Suffer Not the Children

I have two images of Jesus in my mind as I read The War Against Parents, by Sylvia Ann Hewlett and Cornel West, and Alex Molnar’s Giving Kids the Business. One is the Jesus that we see in so many pictures-his arms around children, welcoming and loving them with his smile and eyes. The other is Jesus weeping over the city of Jerusalem with an almost despairing droop to his shoulders. Then the pictures get mixed up, one superimposed over the other: Jesus reaching for the children, wanting to encircle them and protect them, and weeping very real tears as so many of his little ones and their families are slipping away.

What is happening to children and families in our culture? Both of these books have some answers to that question. Both in some respects are difficult to read because they present vivid realities that we would rather overlook.

The War Against Parents is a strong, disturbing statement about what is happening to parents in the United States. The authors draw on their own life experiences as well as their finely developed social analyses to illuminate in a clear and compelling way what exactly is happening to families today. Refreshingly, they do not jump on the "blame parents" bandwagon. Instead, they argue, children need the protective armor provided both by parents and the larger community, which unfortunately has failed miserably in its responsibility.

The authors look at economic policies, pointing out convincingly that economic security has collapsed: "[O]ver a 20-year span, the wildly successful accumulation of wealth by corporate elites has combined with a wage crunch to make the United States the most unequal country in the advanced industrial world." Parents are working longer hours (163 more a year) while their wages are not keeping up. Indeed, over the past two decades, income for parents under 30 has dropped by one-third. With increasing fears associated with downsizing, real cutbacks of social supports for families, the forsaking of labor unions, and the creation of unfriendly tax and housing policies, how are parents supposed to be present physically and emotionally to their children?

The authors look at the popular culture, where increasingly the media portrays parents as inept and unthinking; where pop psychology often falls into parent bashing; where the media pours negative messages onto children, especially in terms of the glorification of violence; and where fatherhood is increasingly under fire. The authors’ treatment of the "disabling of dads" in our society is especially thought-provoking.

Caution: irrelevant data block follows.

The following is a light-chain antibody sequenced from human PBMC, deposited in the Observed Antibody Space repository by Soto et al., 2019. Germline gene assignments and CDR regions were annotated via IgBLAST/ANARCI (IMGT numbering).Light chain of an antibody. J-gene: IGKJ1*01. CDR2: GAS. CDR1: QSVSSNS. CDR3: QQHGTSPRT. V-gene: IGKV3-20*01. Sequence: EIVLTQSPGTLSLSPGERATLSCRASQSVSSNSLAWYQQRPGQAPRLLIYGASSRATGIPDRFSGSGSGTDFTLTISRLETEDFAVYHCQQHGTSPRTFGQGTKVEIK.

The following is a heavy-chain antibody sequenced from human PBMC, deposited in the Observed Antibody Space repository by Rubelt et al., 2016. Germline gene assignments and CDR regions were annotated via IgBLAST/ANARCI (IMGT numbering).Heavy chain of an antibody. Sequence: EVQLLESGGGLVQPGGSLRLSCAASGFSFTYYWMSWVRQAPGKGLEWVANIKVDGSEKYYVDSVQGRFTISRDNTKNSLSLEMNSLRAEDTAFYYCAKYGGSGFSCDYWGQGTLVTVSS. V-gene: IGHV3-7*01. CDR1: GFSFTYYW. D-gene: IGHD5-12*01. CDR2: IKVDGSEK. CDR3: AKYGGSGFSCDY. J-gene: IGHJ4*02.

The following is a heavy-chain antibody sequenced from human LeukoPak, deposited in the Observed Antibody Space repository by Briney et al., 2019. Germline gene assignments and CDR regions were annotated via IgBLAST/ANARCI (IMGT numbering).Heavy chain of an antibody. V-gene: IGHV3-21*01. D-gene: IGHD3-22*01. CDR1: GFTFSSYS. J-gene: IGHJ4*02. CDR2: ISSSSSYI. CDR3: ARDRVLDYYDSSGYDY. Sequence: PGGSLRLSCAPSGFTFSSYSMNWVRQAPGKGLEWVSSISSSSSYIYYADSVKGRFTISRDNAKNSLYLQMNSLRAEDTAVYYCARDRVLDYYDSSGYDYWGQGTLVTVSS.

WHILE HEWLETT and West don’t deal with the education system in depth, Alex Molnar’s Giving Kids the Business certainly does. He is mainly concerned with the extent to which the commercialism of the market system has invaded our children’s classrooms. His examples are striking.

Molnar, an educator and sharp cultural critic, exposes so-called "teaching supplements" whose real purpose is to sell a product, develop a consumer base among students, and/or salvage an image problem. He is unrelenting in his criticism of Channel One, a seeming windfall video package for schools that demands in its contract that its entire program, including the two minutes of commercials, be shown on 90 percent of school days to at least 85 to 90 percent of the students. He questions the educational validity of students being given a Gushers fruit snack (General Mills), told to pop it in their mouth, and compare it to a geothermal eruption; or of an Exxon video explaining why the Valdez oil spill wasn’t all that bad.

Molnar also sheds a critical light on some new practices being touted as "alternatives in the new millennium":

  • for-profit schools, which he says are built on the false premise that "private sectors expertise will ensure quality and...’competition’ will ensure efficiency and low cost without the need for ‘interference’ from government regulators";
  • private school vouchers, which he fears will lead to the public school system becoming "an intensely segregated, chronically underfunded repository of the most disabled, the poorest, and the most difficult to educate children";
  • charter schools, which lack a common educational vision and are also driven by economics.

Both of these books are extremely important in refining our analysis about what is happening to children and families. That enriched analysis helps us develop more accurate and effective action plans for our schools, churches, community and political organizations, and our social justice groups.

These two books will make you angry, sorrowful, and hopeful at the same time. More important, they will help motivate each of us to stand with Jesus as he weeps over and embraces his people.

KATHY McGINNIS is co-director of the Institute for Peace and Justice in St. Louis and the author of Educating for a Just Society and Celebrating Racial Diversity.

Giving Kids the Business: The Commercialization of America's Schools. Alex Molnar. Westview, 1996.

The War Against Parents: What We Can Do for America's Beleagured Moms and Dads. Sylvia A. Hewlett and Cornel West. Houghton Mifflin Co., 1998.

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